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Health and Safety Related Misconduct Justifies the Discharge of 37-Year Employee

In the recent arbitration decision of Tonolli Canada Limited v. United Steelworkers, and its Local 9042, Arbitrator G. T. Surdykowski upheld the just cause discharge of the grievor Mr. Frank Marsiglia from Tonolli Canada Limited (“Tonolli”) for repeated health and safety violations.

Tonolli is a unionized workplace that recycles lead acid batteries within a 140,000 square foot facility.  Lead and other substances found in the facility are designated substances under the Occupational Health and Safety Act (“OHSA”) and as such Tonelli must have a designated substance program for handling materials, for employee protective equipment and for monitoring levels of lead in employee blood.  Further, the company monitors air quality and requires all that enter the facility to wear personal protective equipment (“PPE”).

Mr. Marsiglia was employed by Tonelli for 37 years.  His last position held prior to dismissal was Flagman though he previously worked for the company as a Lead Hand.  On April 30 and May 1, 2012, Mr. Marsiglia was not wearing his appropriate PPE as required by the employer and the OHSA.  Arbitrator Surdykowski was satisfied by the evidence that Mr. Marsiglia’s conduct was willful.  The Arbitrator was clear, however, that these relatively minor instances would not on their own constitute “just cause” for discharge but that the dismissal had to be evaluated in the context of the employee’s employment record.  Specifically, Mr. Marsiglia was subject to the doctrine of culminating incident;

“The doctrine posits that, once proved, even a minor incident of misconduct opens the employee’s entire relevant record to arbitral review, and that if that record demonstrates that the employee is beyond rehabilitation, and the arbitrator is not satisfied that it is just and reasonable in all the circumstances to substitute a lesser penalty and reinstate the employee, the discharge will be sustained.” (at para. 71)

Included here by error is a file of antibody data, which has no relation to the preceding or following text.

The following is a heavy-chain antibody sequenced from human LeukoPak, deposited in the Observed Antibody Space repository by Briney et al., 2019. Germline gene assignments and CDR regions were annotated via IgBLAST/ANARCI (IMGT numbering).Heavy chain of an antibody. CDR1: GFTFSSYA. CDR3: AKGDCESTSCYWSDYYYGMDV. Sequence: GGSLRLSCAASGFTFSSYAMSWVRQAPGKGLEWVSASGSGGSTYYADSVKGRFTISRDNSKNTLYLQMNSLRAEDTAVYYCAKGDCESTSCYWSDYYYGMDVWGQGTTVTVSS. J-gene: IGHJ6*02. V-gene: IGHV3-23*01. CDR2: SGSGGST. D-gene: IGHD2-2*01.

Mr. Marsiglia’s recent health and safety transgressions were among seven (7) incidents of misconduct in “a year-long journey of disciplinary misadventure” which included sleeping on the job, unsafe operation of a loader and other incidents of failing to wear PPE.   Further, Arbitrator Surdykowski found that the grievor did not offer an adequate apology or accept responsibility for his actions.  As such, the Arbitrator dismissed the grievance and found no fault in the Employer’s position that it had done all that it could, and that it had enough of Mr. Marsiglia.

Significance to Employers

This decision is valuable because it bolsters the position that health and safety violations and other types of misconduct can be enough to justify dismissal even when influential factors such as advanced age and lengthy service are considered.  The decision reinforces the position that employees have responsibilities and obligations to their fellow employees and the company with respect to health and safety.  Further, the decision acknowledges that employers are entitled to some deference in the “discipline ballpark”.

Lastly, this decision ought to be contrasted with Plester v. PolyOne Canada Inc. (PolyOne”), an Ontario Court of Appeal decision in the non-union context. In PolyOne the employee committed the serious safety violation of not locking out a machine before trying to fix it.  The significant differences between PolyOne and this case were that the employee only had minor incidents of discipline which occurred over 6 years earlier, the employer had not responded to similar health and safety infractions with just cause dismissals and  the trial judge determined that the employee-employer trust relationship had not been strained enough to justify dismissal.   As such, the longer an employee works without incident, the more deplorable a single violation must be in order to justify dismissal “with cause”.

Consider contacting the CCP Team if you have further questions regarding this article or when dealing with issues surrounding workplace misconduct, health and safety infractions and appropriate disciplinary responses to same.

Please Note: This blog has been prepared as an informational service for our clients and other interested parties. It is not intended to constitute legal advice, a complete statement of the law or opinion on any subject. Although we endeavour to ensure the accuracy of the content, no one should act upon the information provided without a thorough examination of the law after the facts of a specific situation are fully considered.



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